How will the UK Pharmacovigilance market survive and thrive post-Brexit?

Amidst changes to the many laws altered by Brexit is uncertainty over the pharmacovigilance market. With time passing and the likelihood of a full withdrawal increasing, what shape will the medical and pharmacovigilance industry take with the UK leaving the European Union?


Concerns arise over the state of what is a significant industry with large spending power behind it. The intricacies of EU law and the requirements of pharmacovigilance spending and activities may be altered completely in the years to come, with pharmaceutical organisations no longer required to perform testing within the UK. UK providers of pharmacovigilance services may find themselves in the dangerous position of not being asked or required to undertake medical studies.

At present, the EMA (European Medicines Agency) is responsible for the running of PRAC – the Pharmacovigilance Risk Assessment Committee. This regulatory body is critical for ensuring an appropriate level of pharmaceutical standard within the European Union; a service that may no longer be required should a full Brexit scenario occur.

A matter of time

 With the United Kingdom not expected to confirm exit from the European Union for at least a year, the pharmacovigilance market remains somewhat as normal in the interim. The full range of legal obligations and arrangements continue in the short term.

The level of damage done to the pharmacovigilance market once this date passes will depend on the nuances of EU and UK negotiation. Of importance is the matter of the European Economic Area (EEA); if the UK remains within this agreement, minimal disruption to trade and the status of the industry is expected.

The alarming scenario is therefore that the UK leaves the EEA. Should this occur, the disruption and changes resulting will be far-reaching. The strong history of medical and life sciences research and investment that the UK enjoys may be impacted, with its desirability in R&D funding and testing lowering considerably.

The UK may find itself left outside of the important EU Clinical Trials Regulation that is due in 2019. Aimed at reducing administrative and overhead costs of clinical trials and applications for research, this regulation involves the standardisation of medical databases and more, bringing a currently complicated system towards a more streamlined approach that reduces costs and speeds process. Should a ‘hard’ Brexit occur, the UK will not benefit from this.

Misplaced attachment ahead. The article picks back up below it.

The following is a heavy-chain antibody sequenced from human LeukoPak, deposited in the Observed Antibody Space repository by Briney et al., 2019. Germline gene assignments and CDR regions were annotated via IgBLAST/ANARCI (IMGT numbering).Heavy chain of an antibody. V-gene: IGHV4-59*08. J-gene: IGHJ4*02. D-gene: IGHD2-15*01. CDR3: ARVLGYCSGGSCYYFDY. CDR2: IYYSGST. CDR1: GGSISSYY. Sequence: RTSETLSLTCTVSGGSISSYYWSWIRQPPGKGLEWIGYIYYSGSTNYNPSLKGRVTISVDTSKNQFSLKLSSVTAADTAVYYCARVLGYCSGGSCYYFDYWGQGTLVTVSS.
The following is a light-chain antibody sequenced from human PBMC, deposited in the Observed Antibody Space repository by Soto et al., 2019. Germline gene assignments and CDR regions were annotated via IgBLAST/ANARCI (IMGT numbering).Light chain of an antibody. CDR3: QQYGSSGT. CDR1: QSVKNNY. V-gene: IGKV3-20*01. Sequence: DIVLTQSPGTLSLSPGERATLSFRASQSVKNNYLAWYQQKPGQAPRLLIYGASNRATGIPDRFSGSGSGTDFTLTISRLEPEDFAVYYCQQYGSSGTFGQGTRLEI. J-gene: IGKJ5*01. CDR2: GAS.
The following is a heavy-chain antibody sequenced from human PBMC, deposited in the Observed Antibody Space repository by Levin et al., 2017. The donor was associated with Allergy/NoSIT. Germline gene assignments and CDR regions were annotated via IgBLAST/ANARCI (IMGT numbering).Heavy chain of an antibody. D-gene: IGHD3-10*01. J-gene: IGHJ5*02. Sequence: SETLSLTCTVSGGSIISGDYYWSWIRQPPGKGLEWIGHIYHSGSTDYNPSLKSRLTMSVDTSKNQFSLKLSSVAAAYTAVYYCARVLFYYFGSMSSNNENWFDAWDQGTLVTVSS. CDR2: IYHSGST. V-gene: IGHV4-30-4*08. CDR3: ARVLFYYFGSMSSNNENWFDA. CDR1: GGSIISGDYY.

Data complications

 A problem specific to the potential hard Brexit scenario is that of data access. In addition to the Clinical Trials Regulation mentioned above, the pharmacovigilance system as it exists now is coordinated and managed by the EMA on behalf of European countries. Should the UK fully leave the EU, it would subsequently have access to a smaller range of data sets, in addition to increases in PV cost and knowledge sharing with Europe.

This issue of data and ownership applies further to intellectual property, as laws surrounding this within Europe are governed on a territorial basis. In a hard Brexit scenario, it is feasible that companies within the pharmaceutical industry may cease imports of products into the UK due to the ownership of intellectual property such as patents. This greater strength in law could damage UK pharmaceutical trade if responding legislation is not swiftly implemented.

Speculation continues

 While the above points provide something of a guideline for the future of the pharmacovigilance market within the European Union, there is only so much to be gained by speculation at this point. With so many elements of intellectual property, data access and patent ownership depending on the UK’s final Brexit decision, it remains a waiting game.

The potential for damage to the industry is not set in stone; even in a hard Brexit scenario there are legal steps and responses that may be taken by the UK to ensure that pharmaceutical companies located in the country are not overly damaged and disadvantaged when compared to their European counterparts. As is the same with many other industries at present, we must wait and see as to how the UK acts in the months to come.